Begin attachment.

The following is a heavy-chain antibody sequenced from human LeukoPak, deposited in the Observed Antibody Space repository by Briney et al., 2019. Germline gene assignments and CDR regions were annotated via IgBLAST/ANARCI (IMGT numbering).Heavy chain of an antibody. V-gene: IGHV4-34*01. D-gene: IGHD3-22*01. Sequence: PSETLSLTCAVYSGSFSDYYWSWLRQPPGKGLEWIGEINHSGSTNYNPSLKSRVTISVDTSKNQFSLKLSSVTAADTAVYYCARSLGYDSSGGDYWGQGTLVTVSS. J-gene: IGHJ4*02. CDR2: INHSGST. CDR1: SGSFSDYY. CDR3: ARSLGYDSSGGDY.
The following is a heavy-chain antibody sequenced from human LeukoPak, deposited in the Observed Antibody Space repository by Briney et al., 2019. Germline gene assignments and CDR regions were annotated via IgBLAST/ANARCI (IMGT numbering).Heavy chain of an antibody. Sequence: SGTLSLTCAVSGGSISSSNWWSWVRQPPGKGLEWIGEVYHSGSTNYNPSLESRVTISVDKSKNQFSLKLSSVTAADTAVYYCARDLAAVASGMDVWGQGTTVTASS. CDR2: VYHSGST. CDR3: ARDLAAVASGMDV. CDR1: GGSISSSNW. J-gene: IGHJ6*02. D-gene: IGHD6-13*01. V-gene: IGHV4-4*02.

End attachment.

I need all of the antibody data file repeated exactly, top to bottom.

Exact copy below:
The following is a heavy-chain antibody sequenced from human LeukoPak, deposited in the Observed Antibody Space repository by Briney et al., 2019. Germline gene assignments and CDR regions were annotated via IgBLAST/ANARCI (IMGT numbering).Heavy chain of an antibody. V-gene: IGHV4-34*01. D-gene: IGHD3-22*01. Sequence: PSETLSLTCAVYSGSFSDYYWSWLRQPPGKGLEWIGEINHSGSTNYNPSLKSRVTISVDTSKNQFSLKLSSVTAADTAVYYCARSLGYDSSGGDYWGQGTLVTVSS. J-gene: IGHJ4*02. CDR2: INHSGST. CDR1: SGSFSDYY. CDR3: ARSLGYDSSGGDY.
The following is a heavy-chain antibody sequenced from human LeukoPak, deposited in the Observed Antibody Space repository by Briney et al., 2019. Germline gene assignments and CDR regions were annotated via IgBLAST/ANARCI (IMGT numbering).Heavy chain of an antibody. Sequence: SGTLSLTCAVSGGSISSSNWWSWVRQPPGKGLEWIGEVYHSGSTNYNPSLESRVTISVDKSKNQFSLKLSSVTAADTAVYYCARDLAAVASGMDVWGQGTTVTASS. CDR2: VYHSGST. CDR3: ARDLAAVASGMDV. CDR1: GGSISSSNW. J-gene: IGHJ6*02. D-gene: IGHD6-13*01. V-gene: IGHV4-4*02.